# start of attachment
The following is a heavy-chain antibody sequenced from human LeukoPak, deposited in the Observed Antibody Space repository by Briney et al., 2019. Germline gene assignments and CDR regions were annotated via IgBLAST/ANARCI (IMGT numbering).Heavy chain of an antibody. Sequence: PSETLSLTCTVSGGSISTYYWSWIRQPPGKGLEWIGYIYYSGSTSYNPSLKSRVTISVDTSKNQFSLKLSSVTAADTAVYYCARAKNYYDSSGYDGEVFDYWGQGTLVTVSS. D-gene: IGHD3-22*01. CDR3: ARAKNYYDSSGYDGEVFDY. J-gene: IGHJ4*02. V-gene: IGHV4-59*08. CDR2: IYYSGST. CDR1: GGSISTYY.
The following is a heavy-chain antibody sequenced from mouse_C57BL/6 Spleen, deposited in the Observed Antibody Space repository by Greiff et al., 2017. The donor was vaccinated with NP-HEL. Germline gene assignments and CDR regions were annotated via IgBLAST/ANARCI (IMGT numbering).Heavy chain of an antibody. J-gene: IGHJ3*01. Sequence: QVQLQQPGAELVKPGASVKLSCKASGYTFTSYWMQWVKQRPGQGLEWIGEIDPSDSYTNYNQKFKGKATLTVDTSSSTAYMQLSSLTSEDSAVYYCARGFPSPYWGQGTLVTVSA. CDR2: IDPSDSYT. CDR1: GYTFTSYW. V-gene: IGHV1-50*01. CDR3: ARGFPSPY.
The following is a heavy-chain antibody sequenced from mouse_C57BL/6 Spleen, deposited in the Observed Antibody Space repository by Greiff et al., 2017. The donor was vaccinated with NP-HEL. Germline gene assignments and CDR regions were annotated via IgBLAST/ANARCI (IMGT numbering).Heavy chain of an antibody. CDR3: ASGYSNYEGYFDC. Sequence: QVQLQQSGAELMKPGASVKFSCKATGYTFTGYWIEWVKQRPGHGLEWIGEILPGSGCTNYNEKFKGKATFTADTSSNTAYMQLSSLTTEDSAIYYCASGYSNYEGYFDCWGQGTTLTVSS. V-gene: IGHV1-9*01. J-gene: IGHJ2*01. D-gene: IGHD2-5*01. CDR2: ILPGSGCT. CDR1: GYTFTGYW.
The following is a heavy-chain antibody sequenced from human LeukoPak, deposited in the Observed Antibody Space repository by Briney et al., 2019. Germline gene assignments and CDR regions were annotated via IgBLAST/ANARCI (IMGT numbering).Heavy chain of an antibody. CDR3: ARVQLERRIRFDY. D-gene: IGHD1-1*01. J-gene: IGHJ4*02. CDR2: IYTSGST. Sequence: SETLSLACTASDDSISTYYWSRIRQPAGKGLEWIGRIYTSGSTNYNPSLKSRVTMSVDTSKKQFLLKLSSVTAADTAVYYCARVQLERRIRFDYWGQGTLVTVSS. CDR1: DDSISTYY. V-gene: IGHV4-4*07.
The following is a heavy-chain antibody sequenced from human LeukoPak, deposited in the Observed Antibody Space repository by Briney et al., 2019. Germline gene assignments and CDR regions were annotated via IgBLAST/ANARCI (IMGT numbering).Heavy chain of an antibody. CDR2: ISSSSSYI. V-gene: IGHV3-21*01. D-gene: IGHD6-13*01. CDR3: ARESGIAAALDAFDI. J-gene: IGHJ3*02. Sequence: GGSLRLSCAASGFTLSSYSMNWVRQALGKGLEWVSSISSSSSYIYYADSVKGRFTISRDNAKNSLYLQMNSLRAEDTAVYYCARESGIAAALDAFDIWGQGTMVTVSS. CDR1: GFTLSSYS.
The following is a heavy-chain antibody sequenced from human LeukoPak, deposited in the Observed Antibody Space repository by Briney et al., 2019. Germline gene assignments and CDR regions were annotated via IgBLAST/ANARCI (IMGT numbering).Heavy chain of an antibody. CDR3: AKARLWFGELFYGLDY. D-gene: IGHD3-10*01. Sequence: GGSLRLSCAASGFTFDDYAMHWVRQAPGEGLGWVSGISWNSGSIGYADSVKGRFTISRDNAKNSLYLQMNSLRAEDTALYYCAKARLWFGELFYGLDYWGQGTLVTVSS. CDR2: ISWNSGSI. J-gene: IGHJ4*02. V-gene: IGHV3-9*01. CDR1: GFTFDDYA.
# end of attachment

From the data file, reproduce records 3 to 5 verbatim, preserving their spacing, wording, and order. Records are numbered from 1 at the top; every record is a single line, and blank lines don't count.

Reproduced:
The following is a heavy-chain antibody sequenced from mouse_C57BL/6 Spleen, deposited in the Observed Antibody Space repository by Greiff et al., 2017. The donor was vaccinated with NP-HEL. Germline gene assignments and CDR regions were annotated via IgBLAST/ANARCI (IMGT numbering).Heavy chain of an antibody. CDR3: ASGYSNYEGYFDC. Sequence: QVQLQQSGAELMKPGASVKFSCKATGYTFTGYWIEWVKQRPGHGLEWIGEILPGSGCTNYNEKFKGKATFTADTSSNTAYMQLSSLTTEDSAIYYCASGYSNYEGYFDCWGQGTTLTVSS. V-gene: IGHV1-9*01. J-gene: IGHJ2*01. D-gene: IGHD2-5*01. CDR2: ILPGSGCT. CDR1: GYTFTGYW.
The following is a heavy-chain antibody sequenced from human LeukoPak, deposited in the Observed Antibody Space repository by Briney et al., 2019. Germline gene assignments and CDR regions were annotated via IgBLAST/ANARCI (IMGT numbering).Heavy chain of an antibody. CDR3: ARVQLERRIRFDY. D-gene: IGHD1-1*01. J-gene: IGHJ4*02. CDR2: IYTSGST. Sequence: SETLSLACTASDDSISTYYWSRIRQPAGKGLEWIGRIYTSGSTNYNPSLKSRVTMSVDTSKKQFLLKLSSVTAADTAVYYCARVQLERRIRFDYWGQGTLVTVSS. CDR1: DDSISTYY. V-gene: IGHV4-4*07.
The following is a heavy-chain antibody sequenced from human LeukoPak, deposited in the Observed Antibody Space repository by Briney et al., 2019. Germline gene assignments and CDR regions were annotated via IgBLAST/ANARCI (IMGT numbering).Heavy chain of an antibody. CDR2: ISSSSSYI. V-gene: IGHV3-21*01. D-gene: IGHD6-13*01. CDR3: ARESGIAAALDAFDI. J-gene: IGHJ3*02. Sequence: GGSLRLSCAASGFTLSSYSMNWVRQALGKGLEWVSSISSSSSYIYYADSVKGRFTISRDNAKNSLYLQMNSLRAEDTAVYYCARESGIAAALDAFDIWGQGTMVTVSS. CDR1: GFTLSSYS.